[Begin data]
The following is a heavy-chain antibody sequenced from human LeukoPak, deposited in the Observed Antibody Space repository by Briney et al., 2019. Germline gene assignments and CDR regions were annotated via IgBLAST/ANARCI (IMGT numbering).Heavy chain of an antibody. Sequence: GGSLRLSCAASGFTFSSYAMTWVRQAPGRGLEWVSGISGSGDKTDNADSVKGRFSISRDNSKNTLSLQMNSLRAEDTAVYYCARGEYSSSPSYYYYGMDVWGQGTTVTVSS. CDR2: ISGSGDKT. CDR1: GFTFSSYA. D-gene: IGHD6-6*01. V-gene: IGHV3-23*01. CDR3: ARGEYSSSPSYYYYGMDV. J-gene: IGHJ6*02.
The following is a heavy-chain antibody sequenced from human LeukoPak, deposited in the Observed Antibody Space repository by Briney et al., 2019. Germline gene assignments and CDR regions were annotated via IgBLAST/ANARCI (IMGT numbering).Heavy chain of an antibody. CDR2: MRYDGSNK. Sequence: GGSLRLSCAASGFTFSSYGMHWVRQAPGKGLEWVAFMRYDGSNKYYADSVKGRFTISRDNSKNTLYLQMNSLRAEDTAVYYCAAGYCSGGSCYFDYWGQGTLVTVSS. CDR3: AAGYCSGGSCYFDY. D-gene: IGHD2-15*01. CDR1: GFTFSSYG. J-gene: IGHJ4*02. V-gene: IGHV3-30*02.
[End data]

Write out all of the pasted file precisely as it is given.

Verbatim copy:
The following is a heavy-chain antibody sequenced from human LeukoPak, deposited in the Observed Antibody Space repository by Briney et al., 2019. Germline gene assignments and CDR regions were annotated via IgBLAST/ANARCI (IMGT numbering).Heavy chain of an antibody. Sequence: GGSLRLSCAASGFTFSSYAMTWVRQAPGRGLEWVSGISGSGDKTDNADSVKGRFSISRDNSKNTLSLQMNSLRAEDTAVYYCARGEYSSSPSYYYYGMDVWGQGTTVTVSS. CDR2: ISGSGDKT. CDR1: GFTFSSYA. D-gene: IGHD6-6*01. V-gene: IGHV3-23*01. CDR3: ARGEYSSSPSYYYYGMDV. J-gene: IGHJ6*02.
The following is a heavy-chain antibody sequenced from human LeukoPak, deposited in the Observed Antibody Space repository by Briney et al., 2019. Germline gene assignments and CDR regions were annotated via IgBLAST/ANARCI (IMGT numbering).Heavy chain of an antibody. CDR2: MRYDGSNK. Sequence: GGSLRLSCAASGFTFSSYGMHWVRQAPGKGLEWVAFMRYDGSNKYYADSVKGRFTISRDNSKNTLYLQMNSLRAEDTAVYYCAAGYCSGGSCYFDYWGQGTLVTVSS. CDR3: AAGYCSGGSCYFDY. D-gene: IGHD2-15*01. CDR1: GFTFSSYG. J-gene: IGHJ4*02. V-gene: IGHV3-30*02.